Knitting at the Olympics? You bet!


Coaches from several countries have been spotted knitting at the Olympics: but would you?

Most people would say that coaching athletes for some of the biggest moments of their lives wouldn't inspire them to pick up the needles seconds before they perform their event. But Antti Koskinen, the Finnish snowboarding coach, sent knitting groups across the world into a spin when he was spotted knitting during his athletes' events. This isn't the first time he has pulled out the needles at an Olympic event: in 2014 at the Sochi Olympics, he was working on scarves to give to his athletes after the games were over. No word yet on what he's working on now! 

2014 was a big year for Olympic knitting: Finnish hockey player Noora Räty shared a photo of her pre-game prep, which includes knitting a Finnish flag garter stitch scarf. 

Noora Raty knitting at the 2014 Sochi Olympics

Finland doesn't have the lock on Olympic knitting, though; in 2014 the Russian speed skating coach Mikko Koskinen was also seen knitting in the run up to his athletes' events.  

In addition to coaches knitting, the winter Olympics are known for their penchant for stunning and patriotic knitwear. From thick stranded knitting cardigans to colourwork hats and scarves, it's become tradition for many countries to show off their best efforts. The 2014 American Olympians caused a stir with their Ralph Lauren cardigans, knitted with wool from a family owned wool mill in Oregon.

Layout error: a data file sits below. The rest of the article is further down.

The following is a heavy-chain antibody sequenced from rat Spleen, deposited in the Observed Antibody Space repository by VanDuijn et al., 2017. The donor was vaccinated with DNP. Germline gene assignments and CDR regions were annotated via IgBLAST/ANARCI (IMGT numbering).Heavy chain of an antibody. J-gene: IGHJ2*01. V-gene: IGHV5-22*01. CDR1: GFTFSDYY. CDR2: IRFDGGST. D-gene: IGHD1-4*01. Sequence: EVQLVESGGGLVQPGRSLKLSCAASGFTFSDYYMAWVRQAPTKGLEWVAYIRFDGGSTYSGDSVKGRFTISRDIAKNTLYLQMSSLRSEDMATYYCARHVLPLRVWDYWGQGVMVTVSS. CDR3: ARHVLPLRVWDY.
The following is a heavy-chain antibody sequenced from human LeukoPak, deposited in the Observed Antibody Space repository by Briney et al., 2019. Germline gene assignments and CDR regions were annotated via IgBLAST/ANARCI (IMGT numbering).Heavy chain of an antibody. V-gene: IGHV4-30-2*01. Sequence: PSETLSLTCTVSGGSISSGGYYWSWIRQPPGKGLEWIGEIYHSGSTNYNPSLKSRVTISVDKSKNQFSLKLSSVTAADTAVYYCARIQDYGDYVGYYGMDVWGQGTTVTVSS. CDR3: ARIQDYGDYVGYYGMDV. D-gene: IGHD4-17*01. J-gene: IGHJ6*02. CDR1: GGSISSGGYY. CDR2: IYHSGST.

USA team 2014 colorwork knitting
Not to be left out, the Canadian team is sporting new hats this year with a colourwork theme - though they don't look hand knitted to us! Maybe next time?
Canadian team Olympic knitting
While knitting in the winter Olympics is widely celebrated, not all sporting events are created equal for knitters, it seems. During Andy Murray's 2012 set at Wimbledon, the cameras spotted a woman in the stands working on some pink knitting. She was widely condemned for knitting during a match, with articles in many major newspapers. But we think, if coaches can knit during events at the Olympics, surely an audience member can knit during a tennis match!